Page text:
• Are there historical precedents for systemic crashes?

There have been several episodes of systemic crashes in history, usually triggered by a combination of economic, financial, political, and social factors. Some examples are the Great Depression of the 1930s, the Latin American debt crisis of the 1980s, the Asian financial crisis of the 1990s, the global financial crisis of 2007-2009, and the European sovereign debt crisis of 2010-2012. These crises had severe and lasting consequences for the affected countries and regions and spillover effects for the rest of the world.

  • How does the IMF come into play?

The IMF is an international organization that promotes global economic stability and cooperation. It plays a crucial role in the global debt crisis by providing financial assistance, policy advice, and technical support to countries facing balance of payments or debt problems. The IMF also conducts regular surveillance and analysis of the global economy and the debt situation of its member countries. The IMF can help prevent or resolve debt crises by facilitating debt relief, restructuring, or refinancing and promoting sound macroeconomic and structural policies.

  • Is there reason to be worried about the situation in the US, EU, and China?

There is reason to be concerned, but not to panic, about the debt situation in the US, EU, and China. These economies face different challenges and opportunities and have different policy tools and buffers to cope. The US has the advantage of issuing the world’s reserve currency, which gives it more fiscal and monetary flexibility, but it also faces political polarization, social inequality, and rising inflation. The EU benefits from a large and integrated market but suffers from institutional fragmentation, slow growth, and low inflation. China has the potential of a dynamic and innovative economy but also faces structural imbalances, environmental degradation, and geopolitical tensions. All three economies must address their debt vulnerabilities and pursue reforms to enhance their resilience and sustainability.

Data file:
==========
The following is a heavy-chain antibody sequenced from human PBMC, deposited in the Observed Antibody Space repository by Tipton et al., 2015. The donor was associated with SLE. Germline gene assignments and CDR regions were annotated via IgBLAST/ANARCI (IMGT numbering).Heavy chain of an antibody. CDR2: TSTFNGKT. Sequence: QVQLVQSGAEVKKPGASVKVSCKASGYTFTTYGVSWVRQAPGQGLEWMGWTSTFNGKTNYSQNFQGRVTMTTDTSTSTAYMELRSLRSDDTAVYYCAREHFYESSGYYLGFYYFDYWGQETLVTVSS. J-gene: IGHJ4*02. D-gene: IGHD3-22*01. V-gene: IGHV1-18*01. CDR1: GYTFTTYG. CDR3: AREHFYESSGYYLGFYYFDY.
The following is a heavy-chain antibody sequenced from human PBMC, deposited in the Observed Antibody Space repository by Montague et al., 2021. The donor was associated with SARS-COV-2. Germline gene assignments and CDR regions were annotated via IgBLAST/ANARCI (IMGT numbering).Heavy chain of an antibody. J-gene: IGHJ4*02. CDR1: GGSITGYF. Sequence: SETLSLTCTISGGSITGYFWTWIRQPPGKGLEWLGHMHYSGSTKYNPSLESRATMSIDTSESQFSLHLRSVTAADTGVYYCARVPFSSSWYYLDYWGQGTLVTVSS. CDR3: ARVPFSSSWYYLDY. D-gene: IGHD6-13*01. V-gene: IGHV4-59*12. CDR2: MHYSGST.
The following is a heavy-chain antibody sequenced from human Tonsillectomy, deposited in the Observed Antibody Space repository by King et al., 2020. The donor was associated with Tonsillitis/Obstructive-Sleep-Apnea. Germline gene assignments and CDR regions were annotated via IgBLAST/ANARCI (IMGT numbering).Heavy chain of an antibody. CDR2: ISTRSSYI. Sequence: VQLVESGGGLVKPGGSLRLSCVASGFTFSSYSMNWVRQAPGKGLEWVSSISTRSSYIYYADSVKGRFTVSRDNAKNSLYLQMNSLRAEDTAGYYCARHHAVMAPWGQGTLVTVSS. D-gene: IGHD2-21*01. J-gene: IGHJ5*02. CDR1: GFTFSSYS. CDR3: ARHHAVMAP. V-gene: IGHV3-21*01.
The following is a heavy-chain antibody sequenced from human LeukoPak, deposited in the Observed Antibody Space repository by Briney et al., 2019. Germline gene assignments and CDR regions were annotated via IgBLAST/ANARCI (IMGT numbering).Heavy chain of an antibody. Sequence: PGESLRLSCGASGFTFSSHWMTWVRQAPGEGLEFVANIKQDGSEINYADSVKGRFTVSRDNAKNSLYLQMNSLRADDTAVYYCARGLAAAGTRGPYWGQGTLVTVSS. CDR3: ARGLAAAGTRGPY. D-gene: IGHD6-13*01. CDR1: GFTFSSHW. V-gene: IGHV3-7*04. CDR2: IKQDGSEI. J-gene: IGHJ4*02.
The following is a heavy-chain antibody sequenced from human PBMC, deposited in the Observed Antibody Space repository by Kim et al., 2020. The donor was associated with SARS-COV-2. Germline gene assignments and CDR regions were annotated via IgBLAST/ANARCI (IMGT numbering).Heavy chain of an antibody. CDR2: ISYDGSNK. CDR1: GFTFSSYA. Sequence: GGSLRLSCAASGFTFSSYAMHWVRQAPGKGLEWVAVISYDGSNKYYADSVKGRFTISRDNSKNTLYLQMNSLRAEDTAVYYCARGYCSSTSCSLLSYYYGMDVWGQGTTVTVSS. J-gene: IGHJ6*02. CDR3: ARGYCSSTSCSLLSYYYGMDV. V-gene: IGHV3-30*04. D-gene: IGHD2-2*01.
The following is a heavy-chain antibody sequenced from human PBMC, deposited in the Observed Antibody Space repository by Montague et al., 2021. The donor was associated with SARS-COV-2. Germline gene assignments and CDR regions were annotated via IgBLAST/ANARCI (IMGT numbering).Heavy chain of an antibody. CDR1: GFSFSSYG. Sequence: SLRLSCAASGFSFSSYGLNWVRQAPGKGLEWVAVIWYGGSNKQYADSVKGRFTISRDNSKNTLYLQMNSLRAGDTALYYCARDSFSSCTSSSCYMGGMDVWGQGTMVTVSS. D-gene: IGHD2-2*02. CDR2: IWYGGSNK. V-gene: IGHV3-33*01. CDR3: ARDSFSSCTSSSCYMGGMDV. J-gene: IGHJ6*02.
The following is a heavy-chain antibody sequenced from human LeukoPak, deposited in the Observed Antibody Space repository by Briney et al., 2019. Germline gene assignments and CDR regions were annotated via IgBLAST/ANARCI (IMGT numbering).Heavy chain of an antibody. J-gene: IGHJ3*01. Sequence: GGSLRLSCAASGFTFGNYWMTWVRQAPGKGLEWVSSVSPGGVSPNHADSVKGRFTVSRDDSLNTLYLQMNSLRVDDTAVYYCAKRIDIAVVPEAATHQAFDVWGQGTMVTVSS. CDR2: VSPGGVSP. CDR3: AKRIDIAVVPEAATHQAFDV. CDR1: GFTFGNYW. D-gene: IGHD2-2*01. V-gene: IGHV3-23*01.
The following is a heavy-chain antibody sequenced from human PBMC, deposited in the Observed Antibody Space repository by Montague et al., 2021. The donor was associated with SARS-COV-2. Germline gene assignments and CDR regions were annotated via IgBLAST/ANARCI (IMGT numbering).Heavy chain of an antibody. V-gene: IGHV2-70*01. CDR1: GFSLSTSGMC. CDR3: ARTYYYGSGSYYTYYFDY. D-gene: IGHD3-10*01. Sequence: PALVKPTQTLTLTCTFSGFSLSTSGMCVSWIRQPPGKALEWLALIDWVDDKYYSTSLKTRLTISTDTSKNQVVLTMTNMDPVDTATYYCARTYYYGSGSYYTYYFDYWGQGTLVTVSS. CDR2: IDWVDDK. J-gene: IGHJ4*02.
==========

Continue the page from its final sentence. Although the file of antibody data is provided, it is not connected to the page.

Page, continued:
• What elements of a growth strategy and the policy architecture are necessary to make it work at the EU and member state levels?

According to the European Commission, the EU growth strategy for the next decade should be based on the following priorities:

  • Achieving the green and digital transitions, which are essential for enhancing the EU’s competitiveness, sustainability, and resilience
  • Strengthening the social and economic cohesion and convergence among the member states, regions, and citizens
  • Increasing the EU’s strategic autonomy and openness in the global arena by promoting a level playing field, fair trade, and multilateral cooperation

To implement this strategy, the EU and the member states need to work together and coordinate their policies, investments, and reforms in line with the common objectives and values of the EU.


  • A coherent and consistent use of the EU recovery funds, which amount to 750 billion euros and are designed to support the green and digital transitions and the recovery from the COVID-19 pandemic
  • A revision and simplification of the EU fiscal rules, which should ensure budgetary sustainability, flexibility, and transparency, as well as incentivize public investment and structural reforms
  • A reinforcement of the EU economic governance, which should foster policy dialogue, peer review, and mutual learning among the member states, as well as enhance the role of the European Semester as a tool for monitoring and guiding the implementation of the EU growth strategy